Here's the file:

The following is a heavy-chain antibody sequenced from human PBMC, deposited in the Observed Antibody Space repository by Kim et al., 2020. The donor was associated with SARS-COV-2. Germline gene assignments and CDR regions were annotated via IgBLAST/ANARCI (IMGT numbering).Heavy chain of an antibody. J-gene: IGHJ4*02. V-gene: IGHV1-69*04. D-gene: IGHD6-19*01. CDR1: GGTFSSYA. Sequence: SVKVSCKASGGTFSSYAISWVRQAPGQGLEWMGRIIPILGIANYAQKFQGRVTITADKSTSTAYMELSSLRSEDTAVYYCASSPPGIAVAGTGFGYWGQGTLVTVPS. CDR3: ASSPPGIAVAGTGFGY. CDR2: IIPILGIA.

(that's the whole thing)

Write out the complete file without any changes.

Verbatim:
The following is a heavy-chain antibody sequenced from human PBMC, deposited in the Observed Antibody Space repository by Kim et al., 2020. The donor was associated with SARS-COV-2. Germline gene assignments and CDR regions were annotated via IgBLAST/ANARCI (IMGT numbering).Heavy chain of an antibody. J-gene: IGHJ4*02. V-gene: IGHV1-69*04. D-gene: IGHD6-19*01. CDR1: GGTFSSYA. Sequence: SVKVSCKASGGTFSSYAISWVRQAPGQGLEWMGRIIPILGIANYAQKFQGRVTITADKSTSTAYMELSSLRSEDTAVYYCASSPPGIAVAGTGFGYWGQGTLVTVPS. CDR3: ASSPPGIAVAGTGFGY. CDR2: IIPILGIA.